Motley Fool Staff
Dec 20, 1999 at 12:00AM
But cash hoards, gross margins, and flow ratios are really just the end result of business excellence on a more qualitative level -- attributes such as a well-planned strategy, good managerial skills, and a productive workplace. The only problem with studying these qualitative factors is that they're difficult to ascertain without insider knowledge. One alternative way of obtaining this type of insight, however, is through some of the well-written books about Rule Makers. Today, let's take a peek inside the Microsoft corporate campus through the eyes of David Thielen, author of The 12 Simple Secrets of Microsoft Management.
The book, published this year, explains in plain language (and just 175 pages) Microsoft's management style and corporate culture. Although the book is written primarily for business managers seeking to emulate Microsoft's success, I think we as investors can learn a lot of useful info. The author, Mr. Thielen, worked at Microsoft as a senior software developer on Windows 95 and several other projects. In his words, "Microsoft's management style is its core strength," and "Microsoft's management strength is why it will continue to dominate."
Here goes with a few of the main ideas on each of Microsoft's 12 secrets:
1. Total World Domination
Some companies focus on the bottom line. In contrast, Thielen forcefully asserts that every single Microsoft employee is single-mindedly focused on winning 100% of their target market, whatever it might be. Microsoft's culture is one of maximizing long-term profits by, in the near term, capturing market share in strategic markets.
2. The Top Five Percent
According to Thielen, "One of the enjoyable things about working at Microsoft is that even the least talented are pretty damn smart, the average are superb, and the best leave you trying every day to match their work." Microsoft rigorously attempts to hire only the smartest people, those who are within the smartest 5% of the total population. But don't confuse smarts with knowledge. Knowledge is for books on a shelf. Microsoft seeks individuals who can turn on their brains and really think. These are the types of people who create new ideas, catch errors quickly, and come up with a more efficient way of doing things. In essence, by hiring the smartest people, Microsoft goes a long way toward ensuring a highly productive workforce.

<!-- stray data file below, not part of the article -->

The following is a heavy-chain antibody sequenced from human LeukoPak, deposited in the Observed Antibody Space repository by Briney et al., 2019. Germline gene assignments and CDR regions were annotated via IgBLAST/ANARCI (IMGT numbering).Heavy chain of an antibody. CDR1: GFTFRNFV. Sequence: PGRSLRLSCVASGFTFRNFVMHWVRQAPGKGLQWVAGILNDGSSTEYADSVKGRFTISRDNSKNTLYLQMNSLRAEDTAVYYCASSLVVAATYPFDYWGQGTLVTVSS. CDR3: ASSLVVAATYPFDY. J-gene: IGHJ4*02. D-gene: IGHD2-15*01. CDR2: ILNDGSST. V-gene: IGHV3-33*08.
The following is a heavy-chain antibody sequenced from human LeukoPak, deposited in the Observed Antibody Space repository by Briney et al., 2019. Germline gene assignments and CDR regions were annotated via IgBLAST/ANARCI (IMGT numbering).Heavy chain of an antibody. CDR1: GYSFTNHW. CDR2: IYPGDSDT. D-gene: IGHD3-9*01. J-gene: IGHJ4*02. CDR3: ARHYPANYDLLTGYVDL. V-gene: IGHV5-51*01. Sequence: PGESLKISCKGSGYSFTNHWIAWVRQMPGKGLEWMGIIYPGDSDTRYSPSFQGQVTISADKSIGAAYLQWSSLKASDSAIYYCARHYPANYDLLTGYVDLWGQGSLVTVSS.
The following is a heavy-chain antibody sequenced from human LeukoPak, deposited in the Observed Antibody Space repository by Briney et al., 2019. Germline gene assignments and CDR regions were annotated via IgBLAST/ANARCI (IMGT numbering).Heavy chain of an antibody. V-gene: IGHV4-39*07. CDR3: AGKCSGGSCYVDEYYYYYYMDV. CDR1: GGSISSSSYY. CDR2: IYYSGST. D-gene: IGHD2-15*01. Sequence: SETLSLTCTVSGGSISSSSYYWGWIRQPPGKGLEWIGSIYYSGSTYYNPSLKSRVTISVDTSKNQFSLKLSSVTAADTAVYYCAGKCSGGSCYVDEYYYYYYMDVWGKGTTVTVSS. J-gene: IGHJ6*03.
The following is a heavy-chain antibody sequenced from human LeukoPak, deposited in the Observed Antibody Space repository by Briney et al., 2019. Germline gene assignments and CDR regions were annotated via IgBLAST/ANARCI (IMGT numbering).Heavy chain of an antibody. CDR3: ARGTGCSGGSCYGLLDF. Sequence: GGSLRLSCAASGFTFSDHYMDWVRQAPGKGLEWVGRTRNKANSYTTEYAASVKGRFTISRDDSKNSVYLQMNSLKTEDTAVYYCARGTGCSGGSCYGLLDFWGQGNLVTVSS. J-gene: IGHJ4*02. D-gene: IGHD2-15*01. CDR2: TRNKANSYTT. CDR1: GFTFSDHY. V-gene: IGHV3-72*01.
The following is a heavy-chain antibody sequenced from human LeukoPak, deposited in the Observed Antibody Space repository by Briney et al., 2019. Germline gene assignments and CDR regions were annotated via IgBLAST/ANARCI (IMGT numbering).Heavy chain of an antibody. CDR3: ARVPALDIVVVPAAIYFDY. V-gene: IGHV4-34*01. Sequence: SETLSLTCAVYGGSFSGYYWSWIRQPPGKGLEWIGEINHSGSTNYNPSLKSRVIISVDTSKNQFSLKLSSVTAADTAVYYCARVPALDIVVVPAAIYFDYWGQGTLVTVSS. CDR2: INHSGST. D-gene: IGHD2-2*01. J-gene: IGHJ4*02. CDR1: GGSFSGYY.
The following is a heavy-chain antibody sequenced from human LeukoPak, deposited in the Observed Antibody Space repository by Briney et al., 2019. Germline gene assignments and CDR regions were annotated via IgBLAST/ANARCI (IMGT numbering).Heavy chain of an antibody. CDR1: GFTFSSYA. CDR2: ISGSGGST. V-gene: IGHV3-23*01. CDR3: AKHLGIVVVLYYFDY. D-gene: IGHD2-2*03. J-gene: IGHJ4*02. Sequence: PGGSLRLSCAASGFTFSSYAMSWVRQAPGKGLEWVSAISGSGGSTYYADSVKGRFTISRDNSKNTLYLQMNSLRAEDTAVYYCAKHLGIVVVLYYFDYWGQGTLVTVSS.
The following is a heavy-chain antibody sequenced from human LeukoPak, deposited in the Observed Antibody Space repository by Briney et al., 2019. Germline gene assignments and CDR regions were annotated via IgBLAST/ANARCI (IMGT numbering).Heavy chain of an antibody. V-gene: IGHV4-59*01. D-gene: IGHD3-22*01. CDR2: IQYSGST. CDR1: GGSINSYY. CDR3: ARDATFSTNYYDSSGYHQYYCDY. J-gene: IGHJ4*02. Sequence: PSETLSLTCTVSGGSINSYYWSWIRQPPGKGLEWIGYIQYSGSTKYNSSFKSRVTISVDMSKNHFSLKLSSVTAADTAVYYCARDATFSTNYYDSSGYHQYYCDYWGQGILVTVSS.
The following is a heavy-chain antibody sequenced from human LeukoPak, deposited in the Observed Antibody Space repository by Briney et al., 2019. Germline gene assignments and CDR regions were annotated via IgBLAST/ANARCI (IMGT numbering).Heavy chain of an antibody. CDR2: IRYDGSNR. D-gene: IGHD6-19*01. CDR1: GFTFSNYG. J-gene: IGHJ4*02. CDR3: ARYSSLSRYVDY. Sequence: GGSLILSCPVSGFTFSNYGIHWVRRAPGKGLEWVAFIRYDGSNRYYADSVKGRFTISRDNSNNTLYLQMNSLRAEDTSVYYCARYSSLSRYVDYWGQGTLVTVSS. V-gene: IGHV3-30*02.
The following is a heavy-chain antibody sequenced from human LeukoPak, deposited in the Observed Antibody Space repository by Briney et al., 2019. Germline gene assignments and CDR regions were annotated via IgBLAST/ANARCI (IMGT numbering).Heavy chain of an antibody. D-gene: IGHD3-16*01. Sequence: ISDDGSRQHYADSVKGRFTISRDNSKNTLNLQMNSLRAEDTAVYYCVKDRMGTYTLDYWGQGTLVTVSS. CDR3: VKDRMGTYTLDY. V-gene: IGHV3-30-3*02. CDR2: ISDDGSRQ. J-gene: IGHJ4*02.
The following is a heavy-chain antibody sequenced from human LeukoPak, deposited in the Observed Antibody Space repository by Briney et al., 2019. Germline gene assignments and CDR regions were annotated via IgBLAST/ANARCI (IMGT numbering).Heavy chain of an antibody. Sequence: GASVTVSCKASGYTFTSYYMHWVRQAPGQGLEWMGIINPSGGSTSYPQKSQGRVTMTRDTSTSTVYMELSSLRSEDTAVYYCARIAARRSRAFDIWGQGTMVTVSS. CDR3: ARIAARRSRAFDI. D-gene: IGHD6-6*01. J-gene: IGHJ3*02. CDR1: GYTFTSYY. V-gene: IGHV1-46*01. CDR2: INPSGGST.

3. Bet the Company
Winning in the game of business is about being willing to make bets at good odds. In the early 1990s, Bill Gates bet the company on Windows. In 1996, Bill bet the company on the Internet. By all indications, the principle of "betting the company" is institutionalized within Microsoft management.
4. Require Failure
At most companies, to succeed is good, but to fail is unacceptable. This type of policy means that, as a risk/reward scenario, the risk of failure vastly exceeds the reward of success. Thus, most companies suffer from a workforce that pursues a course of failure avoidance. In contrast, at Microsoft, failure is expected, and even required because risking failure is the only way to push the envelope. As a result, Microsofties relentlessly pursue success without fear of failure. And if they fail, they understand that the key is to fail quickly and not waste time.
5. Managers Are Qualified
At Microsoft, the most important qualification for a manager is expertise in the functional area over which (s)he is managing. According to Thielen, "Managers at Microsoft fully understand the work the people who report to them do. Almost without exception, those managers could do the job of any individual doing the core work for their team." For example, managers of marketing teams are great marketers; managers of sales teams are excellent sales people; and, managers of programming teams are expert programmers. This principle applies all the way up to Bill Gates, who is an expert at programming -- Microsoft's core competency.
6. Perform, Perform, Perform
Performance is all that matters at Microsoft, so much so that excuses are flat-out irrelevant. In fact, Microsoft is so stubbornly focused on performance that Thielen even describes the company as "heartless" and "unfair." But the end result of this single-minded concern for success is that Microsoft performs like a champion sports team.